Thrival 2015 Recap

Thank you to everyone who made the Thrival Innovation + Music Festival possible this year. We had over 11,000 attendees at this year's festival, over 100 speakers and presenters, more than 50 strategic partners, 40 live music performances, 30+ innovation-focused programs, a dozen host locations, and one incredible event.

It wouldn't have been possible without the support of Pittsburgh and the greater Thrival community — which we're proud to say is growing everyday. Attendees traveled in from both coasts, throughout the Midwest, and as far away as Germany. We've always known that Pittsburgh is a leader in new ideas and innovative thinking, and we're excited to help tell our story.

There was a lot to take in over the course of Thrival week. Take a look below at some of the highlights from this year's festival. 

Thanks again for everything you do to help make Thrival a continued success — particularly to our presenting sponsor, UPMC Enterprises. We're already looking forward to next year! 

- The Thrival Team


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Major Growth and Full Houses: Quick Numbers
The Thrival platform approached 100 percent growth in virtually all key metrics.

Attendance in 2015 increased by almost 5,000 people compared to 2014.

Thrival Innovation doubled in attendance from last year.

Concert attendance increased by 4,000 attendees.

11 Thrival Innovation programs were "sell-outs." Only one event during Thrival 2014 was at capacity.


Thrival Innovation

 

The Energy Innovation Center in the Lower Hill District hosted "Education Frontiers and Engagement." Photo credit: Maverick Visuals.

The Energy Innovation Center in the Lower Hill District hosted "Education Frontiers and Engagement." Photo credit: Maverick Visuals.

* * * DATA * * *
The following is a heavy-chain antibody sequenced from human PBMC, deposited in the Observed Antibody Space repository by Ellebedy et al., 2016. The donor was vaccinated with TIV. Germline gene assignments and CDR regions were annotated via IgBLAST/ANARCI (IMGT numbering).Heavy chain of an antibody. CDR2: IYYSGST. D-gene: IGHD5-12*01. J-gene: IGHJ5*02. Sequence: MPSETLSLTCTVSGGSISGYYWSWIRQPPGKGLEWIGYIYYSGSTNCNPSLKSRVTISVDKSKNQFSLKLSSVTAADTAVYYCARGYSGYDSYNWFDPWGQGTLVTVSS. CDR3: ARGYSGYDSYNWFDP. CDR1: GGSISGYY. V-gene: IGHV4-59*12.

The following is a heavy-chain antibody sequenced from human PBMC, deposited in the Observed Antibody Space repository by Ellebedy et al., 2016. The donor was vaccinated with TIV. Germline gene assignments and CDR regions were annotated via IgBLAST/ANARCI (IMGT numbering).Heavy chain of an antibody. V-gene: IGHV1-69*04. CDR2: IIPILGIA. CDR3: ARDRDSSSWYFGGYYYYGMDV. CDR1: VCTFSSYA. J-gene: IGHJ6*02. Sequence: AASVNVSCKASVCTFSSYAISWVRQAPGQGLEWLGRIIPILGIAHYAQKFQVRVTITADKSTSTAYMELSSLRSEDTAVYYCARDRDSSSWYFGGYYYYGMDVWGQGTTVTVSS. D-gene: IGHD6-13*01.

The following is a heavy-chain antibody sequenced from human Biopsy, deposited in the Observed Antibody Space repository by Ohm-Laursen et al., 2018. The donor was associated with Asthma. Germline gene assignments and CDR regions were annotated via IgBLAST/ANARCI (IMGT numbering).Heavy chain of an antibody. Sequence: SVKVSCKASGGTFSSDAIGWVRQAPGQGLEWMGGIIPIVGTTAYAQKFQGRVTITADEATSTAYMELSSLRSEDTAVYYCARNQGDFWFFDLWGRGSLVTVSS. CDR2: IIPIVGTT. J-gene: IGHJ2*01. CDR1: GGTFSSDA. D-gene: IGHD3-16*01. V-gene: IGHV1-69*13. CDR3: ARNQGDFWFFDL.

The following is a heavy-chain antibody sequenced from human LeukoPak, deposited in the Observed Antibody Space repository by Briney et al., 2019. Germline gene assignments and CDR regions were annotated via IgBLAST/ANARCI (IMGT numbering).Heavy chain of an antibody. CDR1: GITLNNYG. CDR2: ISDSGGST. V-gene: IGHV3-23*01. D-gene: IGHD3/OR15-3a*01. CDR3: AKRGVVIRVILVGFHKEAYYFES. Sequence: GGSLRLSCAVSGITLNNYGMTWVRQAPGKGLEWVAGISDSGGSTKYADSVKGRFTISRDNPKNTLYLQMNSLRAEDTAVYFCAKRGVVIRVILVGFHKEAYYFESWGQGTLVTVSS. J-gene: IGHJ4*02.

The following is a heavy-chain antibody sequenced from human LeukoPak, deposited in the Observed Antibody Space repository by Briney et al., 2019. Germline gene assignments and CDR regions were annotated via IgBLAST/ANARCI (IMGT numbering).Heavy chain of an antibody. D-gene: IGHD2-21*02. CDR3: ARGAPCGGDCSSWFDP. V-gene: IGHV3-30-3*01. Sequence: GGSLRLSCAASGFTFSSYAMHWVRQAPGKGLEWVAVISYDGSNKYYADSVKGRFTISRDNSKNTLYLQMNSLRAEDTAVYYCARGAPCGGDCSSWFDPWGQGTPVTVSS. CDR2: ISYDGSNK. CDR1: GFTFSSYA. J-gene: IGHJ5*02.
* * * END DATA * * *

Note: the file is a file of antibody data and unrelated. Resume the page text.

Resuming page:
Over 2,000 people attended 35+ innovation-focused programs focused on six respective "themes":

  • 21st Century Cities and Global Leadership;
  • New Media, Gaming, and Information Sharing;
  • Education Frontiers and Engagement;
  • Health & Wellness Revolution;
  • Investment, Entrepreneurship, and Growth Strategy; and,
  • Creative Reuse, Sustainability, and the Arts.
LUMA Institute's Pete Maher discusses human-centered design during the "New Media, Gaming, and Information Sharing" sessions at the RE360 space, hosted by Work Hard PGH with support from theBenter Foundation. Photo credit: Maverick Visuals.

LUMA Institute's Pete Maher discusses human-centered design during the "New Media, Gaming, and Information Sharing" sessions at the RE360 space, hosted by Work Hard PGH with support from theBenter Foundation. Photo credit: Maverick Visuals.

Cool things from Thrival Innovation to keep an eye on:

  • Three companies were hand-selected by UPMC Enterprises leaders during the "Health Care Startup Pitch" to continue diligence discussions and explore collaborative opportunities. 

  • The Sprout Fund and Thrill Mill launched a strategic partnership that will help grow and support the Ed-Tech Refinery — a new program offering grants to enable education resource partners to provide support services at no cost for up to eight education technology companies in order to enhance the applicability and usability of new ed-tech products in a variety of education settings.
  • RE360 used Startup Weekend and Thrival to test out new warehouse space in Allentown that will be dedicated to collaborative workspace for artists.